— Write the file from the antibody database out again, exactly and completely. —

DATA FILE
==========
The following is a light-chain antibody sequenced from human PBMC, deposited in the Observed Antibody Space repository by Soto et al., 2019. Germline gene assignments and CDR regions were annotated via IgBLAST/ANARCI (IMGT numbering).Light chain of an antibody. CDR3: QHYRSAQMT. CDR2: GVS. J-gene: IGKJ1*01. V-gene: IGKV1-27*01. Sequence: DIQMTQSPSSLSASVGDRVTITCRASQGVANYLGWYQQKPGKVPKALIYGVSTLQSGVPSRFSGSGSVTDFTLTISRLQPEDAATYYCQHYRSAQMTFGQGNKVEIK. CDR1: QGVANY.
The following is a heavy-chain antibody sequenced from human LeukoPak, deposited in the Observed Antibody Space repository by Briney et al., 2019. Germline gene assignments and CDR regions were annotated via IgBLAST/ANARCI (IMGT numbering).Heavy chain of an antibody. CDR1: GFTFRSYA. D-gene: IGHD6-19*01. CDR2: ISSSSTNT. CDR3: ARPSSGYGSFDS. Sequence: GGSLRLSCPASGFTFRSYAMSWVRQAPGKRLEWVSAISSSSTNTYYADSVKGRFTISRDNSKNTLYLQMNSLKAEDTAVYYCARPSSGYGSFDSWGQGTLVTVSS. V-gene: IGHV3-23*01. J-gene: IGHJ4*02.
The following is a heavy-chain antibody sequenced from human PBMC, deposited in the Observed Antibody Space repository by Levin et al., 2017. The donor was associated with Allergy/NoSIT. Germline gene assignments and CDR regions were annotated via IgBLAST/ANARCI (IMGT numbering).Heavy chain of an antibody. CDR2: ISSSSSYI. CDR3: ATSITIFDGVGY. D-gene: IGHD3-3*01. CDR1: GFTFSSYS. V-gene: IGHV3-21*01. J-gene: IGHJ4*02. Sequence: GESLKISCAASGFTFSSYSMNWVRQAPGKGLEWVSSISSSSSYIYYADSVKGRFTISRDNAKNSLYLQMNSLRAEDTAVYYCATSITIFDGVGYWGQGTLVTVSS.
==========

The following is a light-chain antibody sequenced from human PBMC, deposited in the Observed Antibody Space repository by Soto et al., 2019. Germline gene assignments and CDR regions were annotated via IgBLAST/ANARCI (IMGT numbering).Light chain of an antibody. CDR3: QHYRSAQMT. CDR2: GVS. J-gene: IGKJ1*01. V-gene: IGKV1-27*01. Sequence: DIQMTQSPSSLSASVGDRVTITCRASQGVANYLGWYQQKPGKVPKALIYGVSTLQSGVPSRFSGSGSVTDFTLTISRLQPEDAATYYCQHYRSAQMTFGQGNKVEIK. CDR1: QGVANY.
The following is a heavy-chain antibody sequenced from human LeukoPak, deposited in the Observed Antibody Space repository by Briney et al., 2019. Germline gene assignments and CDR regions were annotated via IgBLAST/ANARCI (IMGT numbering).Heavy chain of an antibody. CDR1: GFTFRSYA. D-gene: IGHD6-19*01. CDR2: ISSSSTNT. CDR3: ARPSSGYGSFDS. Sequence: GGSLRLSCPASGFTFRSYAMSWVRQAPGKRLEWVSAISSSSTNTYYADSVKGRFTISRDNSKNTLYLQMNSLKAEDTAVYYCARPSSGYGSFDSWGQGTLVTVSS. V-gene: IGHV3-23*01. J-gene: IGHJ4*02.
The following is a heavy-chain antibody sequenced from human PBMC, deposited in the Observed Antibody Space repository by Levin et al., 2017. The donor was associated with Allergy/NoSIT. Germline gene assignments and CDR regions were annotated via IgBLAST/ANARCI (IMGT numbering).Heavy chain of an antibody. CDR2: ISSSSSYI. CDR3: ATSITIFDGVGY. D-gene: IGHD3-3*01. CDR1: GFTFSSYS. V-gene: IGHV3-21*01. J-gene: IGHJ4*02. Sequence: GESLKISCAASGFTFSSYSMNWVRQAPGKGLEWVSSISSSSSYIYYADSVKGRFTISRDNAKNSLYLQMNSLRAEDTAVYYCATSITIFDGVGYWGQGTLVTVSS.